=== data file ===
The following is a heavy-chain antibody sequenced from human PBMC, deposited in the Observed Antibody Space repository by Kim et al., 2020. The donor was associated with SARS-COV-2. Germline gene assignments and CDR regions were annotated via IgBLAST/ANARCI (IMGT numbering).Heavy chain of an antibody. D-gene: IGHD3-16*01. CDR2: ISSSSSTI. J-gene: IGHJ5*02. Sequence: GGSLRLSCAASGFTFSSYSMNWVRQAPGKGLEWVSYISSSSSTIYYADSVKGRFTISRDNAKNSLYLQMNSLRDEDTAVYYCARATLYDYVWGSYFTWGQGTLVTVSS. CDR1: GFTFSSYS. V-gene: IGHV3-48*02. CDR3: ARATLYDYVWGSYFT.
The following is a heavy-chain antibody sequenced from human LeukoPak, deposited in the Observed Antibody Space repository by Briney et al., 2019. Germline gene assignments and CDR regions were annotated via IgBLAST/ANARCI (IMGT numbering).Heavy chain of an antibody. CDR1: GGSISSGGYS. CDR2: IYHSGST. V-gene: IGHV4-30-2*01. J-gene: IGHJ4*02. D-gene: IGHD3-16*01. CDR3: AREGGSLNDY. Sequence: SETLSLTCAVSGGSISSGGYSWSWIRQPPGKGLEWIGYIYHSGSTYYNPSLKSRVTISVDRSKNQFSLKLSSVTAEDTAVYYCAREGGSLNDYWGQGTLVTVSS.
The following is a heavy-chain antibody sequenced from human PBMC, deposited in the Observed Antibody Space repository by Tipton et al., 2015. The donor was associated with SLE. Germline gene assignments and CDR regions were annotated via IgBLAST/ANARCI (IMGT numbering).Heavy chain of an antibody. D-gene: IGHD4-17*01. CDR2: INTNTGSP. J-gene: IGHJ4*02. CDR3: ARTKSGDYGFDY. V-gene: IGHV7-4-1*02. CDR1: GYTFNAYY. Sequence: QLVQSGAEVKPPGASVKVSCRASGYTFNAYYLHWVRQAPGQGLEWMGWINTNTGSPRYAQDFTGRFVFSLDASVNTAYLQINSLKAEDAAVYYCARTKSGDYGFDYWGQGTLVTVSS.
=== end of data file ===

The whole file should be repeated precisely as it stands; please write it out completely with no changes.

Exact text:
The following is a heavy-chain antibody sequenced from human PBMC, deposited in the Observed Antibody Space repository by Kim et al., 2020. The donor was associated with SARS-COV-2. Germline gene assignments and CDR regions were annotated via IgBLAST/ANARCI (IMGT numbering).Heavy chain of an antibody. D-gene: IGHD3-16*01. CDR2: ISSSSSTI. J-gene: IGHJ5*02. Sequence: GGSLRLSCAASGFTFSSYSMNWVRQAPGKGLEWVSYISSSSSTIYYADSVKGRFTISRDNAKNSLYLQMNSLRDEDTAVYYCARATLYDYVWGSYFTWGQGTLVTVSS. CDR1: GFTFSSYS. V-gene: IGHV3-48*02. CDR3: ARATLYDYVWGSYFT.
The following is a heavy-chain antibody sequenced from human LeukoPak, deposited in the Observed Antibody Space repository by Briney et al., 2019. Germline gene assignments and CDR regions were annotated via IgBLAST/ANARCI (IMGT numbering).Heavy chain of an antibody. CDR1: GGSISSGGYS. CDR2: IYHSGST. V-gene: IGHV4-30-2*01. J-gene: IGHJ4*02. D-gene: IGHD3-16*01. CDR3: AREGGSLNDY. Sequence: SETLSLTCAVSGGSISSGGYSWSWIRQPPGKGLEWIGYIYHSGSTYYNPSLKSRVTISVDRSKNQFSLKLSSVTAEDTAVYYCAREGGSLNDYWGQGTLVTVSS.
The following is a heavy-chain antibody sequenced from human PBMC, deposited in the Observed Antibody Space repository by Tipton et al., 2015. The donor was associated with SLE. Germline gene assignments and CDR regions were annotated via IgBLAST/ANARCI (IMGT numbering).Heavy chain of an antibody. D-gene: IGHD4-17*01. CDR2: INTNTGSP. J-gene: IGHJ4*02. CDR3: ARTKSGDYGFDY. V-gene: IGHV7-4-1*02. CDR1: GYTFNAYY. Sequence: QLVQSGAEVKPPGASVKVSCRASGYTFNAYYLHWVRQAPGQGLEWMGWINTNTGSPRYAQDFTGRFVFSLDASVNTAYLQINSLKAEDAAVYYCARTKSGDYGFDYWGQGTLVTVSS.